You are here: News New research shows childcare triple whammy for London's working parents


London parents who work outside normal office hours face an almost impossible struggle to find childcare, with a paltry four out of 33 local authorities having enough childcare for this section of the workforce.  The only exceptions are Hammersmith, Harrow, Lambeth and Richmond, with Brent close to addressing the problem.

New research by the Family and Childcare Trust also reveals a 13 per cent decline in the number of London childminders over the last two years. Childminders often provide more flexible childcare for parents who work atypical hours, but with the average childminder salary at £12,200* a year, many choose to leave the profession.

Childcare costs in London are the highest in the UK, with just 25 hours a week in a nursery costing £109.89 a week for a child under two – a staggering 28 per cent more than the average price across Britain.

Anand Shukla, chief executive at the Family and Childcare Trust said:

"In our 24/7 city, there are 1.4 million people – including nurses, hotel and shop workers and police officers - who are employed in sectors that frequently involve unusual working hours, and many of them are parents. The childcare system in London, with big gaps in provision, lack of flexibility and exorbitant costs represent a big barrier to employment for far too many people in our capital.

"Right now we want to see local authorities making sure there is sufficient childcare for working parents. But for many London parents, work won’t pay until there is a complete overhaul of our broken childcare system."

Other key findings from the Family and Childcare Trust’s London childcare research include:

  • 23 local authorities did not have enough places for two year olds who qualify for the free early education offer.
  • 12 local authorities do not have enough childcare for three or four year olds, a worse position than in 2012.
  • 15 local authorities did not have enough childcare for disabled children, and a further eight did not know if they had enough childcare for this group of children.
  • 11 local authorities do not have enough afterschool childcare for five to 11 year olds.

A full copy of the Family and Childcare Trust’s London Childcare Report is available here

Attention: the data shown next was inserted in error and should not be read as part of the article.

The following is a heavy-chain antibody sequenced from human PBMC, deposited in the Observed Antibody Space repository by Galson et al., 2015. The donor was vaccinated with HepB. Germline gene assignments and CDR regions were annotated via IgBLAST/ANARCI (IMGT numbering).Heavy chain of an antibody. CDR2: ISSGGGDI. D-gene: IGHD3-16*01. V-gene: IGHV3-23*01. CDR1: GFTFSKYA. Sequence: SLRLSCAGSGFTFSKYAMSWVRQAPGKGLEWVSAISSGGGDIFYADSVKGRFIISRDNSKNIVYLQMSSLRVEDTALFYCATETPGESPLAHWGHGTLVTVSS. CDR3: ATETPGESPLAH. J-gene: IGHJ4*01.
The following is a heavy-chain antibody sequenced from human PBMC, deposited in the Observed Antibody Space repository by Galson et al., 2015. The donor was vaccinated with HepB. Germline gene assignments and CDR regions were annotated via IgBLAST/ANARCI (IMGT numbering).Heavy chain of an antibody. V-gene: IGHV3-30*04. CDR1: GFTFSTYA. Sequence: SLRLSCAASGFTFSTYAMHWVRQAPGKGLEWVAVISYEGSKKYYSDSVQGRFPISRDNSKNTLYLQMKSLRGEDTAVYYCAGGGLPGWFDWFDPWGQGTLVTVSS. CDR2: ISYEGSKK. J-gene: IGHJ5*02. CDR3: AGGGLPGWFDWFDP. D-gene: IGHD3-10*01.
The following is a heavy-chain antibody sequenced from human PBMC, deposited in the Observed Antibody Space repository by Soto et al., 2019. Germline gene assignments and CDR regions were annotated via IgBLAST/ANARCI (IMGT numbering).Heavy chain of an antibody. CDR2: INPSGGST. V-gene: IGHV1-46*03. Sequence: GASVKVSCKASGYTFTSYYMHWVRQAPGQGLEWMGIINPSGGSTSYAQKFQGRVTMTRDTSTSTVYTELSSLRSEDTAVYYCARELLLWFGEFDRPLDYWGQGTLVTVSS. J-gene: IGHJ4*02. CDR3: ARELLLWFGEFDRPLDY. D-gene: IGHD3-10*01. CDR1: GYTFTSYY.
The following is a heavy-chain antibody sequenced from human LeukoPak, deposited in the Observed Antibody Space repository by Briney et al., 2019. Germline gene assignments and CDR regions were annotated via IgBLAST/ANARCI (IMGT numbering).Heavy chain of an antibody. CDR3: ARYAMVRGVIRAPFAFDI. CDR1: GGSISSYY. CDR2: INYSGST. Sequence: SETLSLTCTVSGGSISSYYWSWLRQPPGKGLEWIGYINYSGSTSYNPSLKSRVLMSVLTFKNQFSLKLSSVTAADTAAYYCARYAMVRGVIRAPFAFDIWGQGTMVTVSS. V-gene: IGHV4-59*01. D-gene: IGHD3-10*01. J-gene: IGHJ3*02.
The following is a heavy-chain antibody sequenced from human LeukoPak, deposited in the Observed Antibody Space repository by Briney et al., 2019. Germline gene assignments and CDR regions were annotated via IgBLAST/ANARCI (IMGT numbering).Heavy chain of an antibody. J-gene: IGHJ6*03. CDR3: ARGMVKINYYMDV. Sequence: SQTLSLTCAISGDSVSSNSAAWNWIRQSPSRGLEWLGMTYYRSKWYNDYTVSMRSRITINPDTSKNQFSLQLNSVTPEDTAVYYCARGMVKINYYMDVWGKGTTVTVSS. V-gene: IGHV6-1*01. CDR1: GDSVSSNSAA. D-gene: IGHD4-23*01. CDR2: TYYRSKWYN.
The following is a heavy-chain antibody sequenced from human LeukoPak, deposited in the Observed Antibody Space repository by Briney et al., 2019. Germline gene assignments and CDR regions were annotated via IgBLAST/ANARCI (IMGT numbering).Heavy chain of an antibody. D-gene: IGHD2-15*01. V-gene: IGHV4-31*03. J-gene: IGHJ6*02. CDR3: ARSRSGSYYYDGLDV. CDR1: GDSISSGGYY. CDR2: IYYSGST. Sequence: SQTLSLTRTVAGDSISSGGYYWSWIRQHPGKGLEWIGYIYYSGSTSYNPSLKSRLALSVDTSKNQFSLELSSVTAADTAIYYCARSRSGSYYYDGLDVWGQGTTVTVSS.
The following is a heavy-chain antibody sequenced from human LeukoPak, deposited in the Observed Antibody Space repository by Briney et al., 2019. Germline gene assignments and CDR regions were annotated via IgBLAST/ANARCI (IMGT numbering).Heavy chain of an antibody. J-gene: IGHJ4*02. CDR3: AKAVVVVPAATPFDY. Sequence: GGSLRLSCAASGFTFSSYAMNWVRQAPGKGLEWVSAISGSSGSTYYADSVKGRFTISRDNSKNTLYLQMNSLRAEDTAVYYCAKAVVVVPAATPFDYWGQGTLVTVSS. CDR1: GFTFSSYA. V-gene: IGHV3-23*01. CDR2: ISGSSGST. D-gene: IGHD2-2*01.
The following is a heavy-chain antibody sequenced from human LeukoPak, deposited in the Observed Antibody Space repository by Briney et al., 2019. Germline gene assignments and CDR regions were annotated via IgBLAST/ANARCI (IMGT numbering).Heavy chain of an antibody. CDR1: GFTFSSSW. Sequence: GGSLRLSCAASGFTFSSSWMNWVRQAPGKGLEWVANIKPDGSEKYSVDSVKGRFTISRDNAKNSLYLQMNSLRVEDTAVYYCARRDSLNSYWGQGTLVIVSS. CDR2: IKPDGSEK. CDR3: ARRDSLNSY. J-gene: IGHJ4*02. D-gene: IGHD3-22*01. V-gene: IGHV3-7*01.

*Source: Childcare Provider Finances Survey, 2012, Department for Education.



Contact: Mark Bou Mansour, Communications and Campaigns Manager. Telephone: 0207 940 7535, mobile: 07538 334 772, email:

Notes to Editors:

  • London has the lowest rate of maternal employment of any region or nation in the UK. Just 63.3 per cent of mothers with dependent children were in work in London in 2013, compared with 72.9 per cent in the rest of the UK.
  • Mid-year estimates suggest that there were 1.6 million children aged 0-14 living in London in 2013.
  • Some 10 per cent of households in London are single parent households with dependent children, yet single parents have a lower employment rate in the capital – 57.5 per cent – compared with 60 per cent elsewhere in the UK.
  • Some 16 per cent of Londoners travel for more than one hour to work, increasing the demand for childcare early in the morning and after 6pm in the evening.
  • For a London family with two children, the cost for one child in part-time nursery care and one in an after school club is £9,149 per year. Full-time childcare – which is what many London parents use - would cost £14,104.


The Family and Childcare Trust’s London Childcare Report 2014 is its most detailed report on childcare in the capital ever to have been undertaken, using a range of data including our own research as well as information from local authorities and national statistics.

About the Family and Childcare Trust

The Family and Childcare Trust aims to make the UK a better place for families. We are a leading national family charity in the field of policy, research and advocacy on childcare and family issues, with over 40 years’ experience. Our on-the-ground work with parents and providers informs our research and campaigns. We focus on the early years and childcare because they are crucial to boosting children’s outcomes throughout life and supporting parents to work.